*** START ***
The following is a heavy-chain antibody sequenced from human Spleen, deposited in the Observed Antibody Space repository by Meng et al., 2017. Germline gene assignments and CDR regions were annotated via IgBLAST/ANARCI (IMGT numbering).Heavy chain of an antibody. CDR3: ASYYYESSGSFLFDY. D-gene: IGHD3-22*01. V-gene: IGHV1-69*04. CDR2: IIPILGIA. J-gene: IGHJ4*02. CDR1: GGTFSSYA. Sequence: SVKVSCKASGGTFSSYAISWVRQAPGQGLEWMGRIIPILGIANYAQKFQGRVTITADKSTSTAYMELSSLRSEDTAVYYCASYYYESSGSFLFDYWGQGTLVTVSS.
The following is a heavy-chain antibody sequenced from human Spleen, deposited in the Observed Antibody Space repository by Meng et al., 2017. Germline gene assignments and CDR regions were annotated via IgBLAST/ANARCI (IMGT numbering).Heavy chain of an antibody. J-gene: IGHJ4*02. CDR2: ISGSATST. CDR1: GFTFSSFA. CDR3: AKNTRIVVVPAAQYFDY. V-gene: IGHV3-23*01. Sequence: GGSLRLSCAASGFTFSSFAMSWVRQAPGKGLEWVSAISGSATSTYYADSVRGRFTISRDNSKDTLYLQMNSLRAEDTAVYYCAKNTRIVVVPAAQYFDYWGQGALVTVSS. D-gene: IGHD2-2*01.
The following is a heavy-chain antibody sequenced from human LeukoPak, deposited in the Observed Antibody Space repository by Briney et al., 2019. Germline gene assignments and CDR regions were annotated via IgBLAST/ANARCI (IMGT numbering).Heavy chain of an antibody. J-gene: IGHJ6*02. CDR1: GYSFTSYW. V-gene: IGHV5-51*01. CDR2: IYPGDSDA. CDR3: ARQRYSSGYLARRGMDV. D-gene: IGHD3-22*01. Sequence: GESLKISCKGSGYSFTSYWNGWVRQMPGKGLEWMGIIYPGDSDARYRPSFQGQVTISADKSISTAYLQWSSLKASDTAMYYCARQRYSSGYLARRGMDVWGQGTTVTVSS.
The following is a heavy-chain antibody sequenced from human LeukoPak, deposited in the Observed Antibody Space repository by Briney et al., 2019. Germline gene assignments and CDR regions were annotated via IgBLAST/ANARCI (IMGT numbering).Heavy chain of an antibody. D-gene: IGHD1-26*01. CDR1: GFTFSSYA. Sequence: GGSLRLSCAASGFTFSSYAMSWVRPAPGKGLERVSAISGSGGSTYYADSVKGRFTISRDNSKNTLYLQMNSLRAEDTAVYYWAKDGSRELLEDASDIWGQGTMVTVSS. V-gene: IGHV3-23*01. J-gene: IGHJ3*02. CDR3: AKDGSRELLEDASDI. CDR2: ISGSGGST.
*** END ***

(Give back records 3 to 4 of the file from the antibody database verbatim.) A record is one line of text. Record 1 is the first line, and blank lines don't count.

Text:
The following is a heavy-chain antibody sequenced from human LeukoPak, deposited in the Observed Antibody Space repository by Briney et al., 2019. Germline gene assignments and CDR regions were annotated via IgBLAST/ANARCI (IMGT numbering).Heavy chain of an antibody. J-gene: IGHJ6*02. CDR1: GYSFTSYW. V-gene: IGHV5-51*01. CDR2: IYPGDSDA. CDR3: ARQRYSSGYLARRGMDV. D-gene: IGHD3-22*01. Sequence: GESLKISCKGSGYSFTSYWNGWVRQMPGKGLEWMGIIYPGDSDARYRPSFQGQVTISADKSISTAYLQWSSLKASDTAMYYCARQRYSSGYLARRGMDVWGQGTTVTVSS.
The following is a heavy-chain antibody sequenced from human LeukoPak, deposited in the Observed Antibody Space repository by Briney et al., 2019. Germline gene assignments and CDR regions were annotated via IgBLAST/ANARCI (IMGT numbering).Heavy chain of an antibody. D-gene: IGHD1-26*01. CDR1: GFTFSSYA. Sequence: GGSLRLSCAASGFTFSSYAMSWVRPAPGKGLERVSAISGSGGSTYYADSVKGRFTISRDNSKNTLYLQMNSLRAEDTAVYYWAKDGSRELLEDASDIWGQGTMVTVSS. V-gene: IGHV3-23*01. J-gene: IGHJ3*02. CDR3: AKDGSRELLEDASDI. CDR2: ISGSGGST.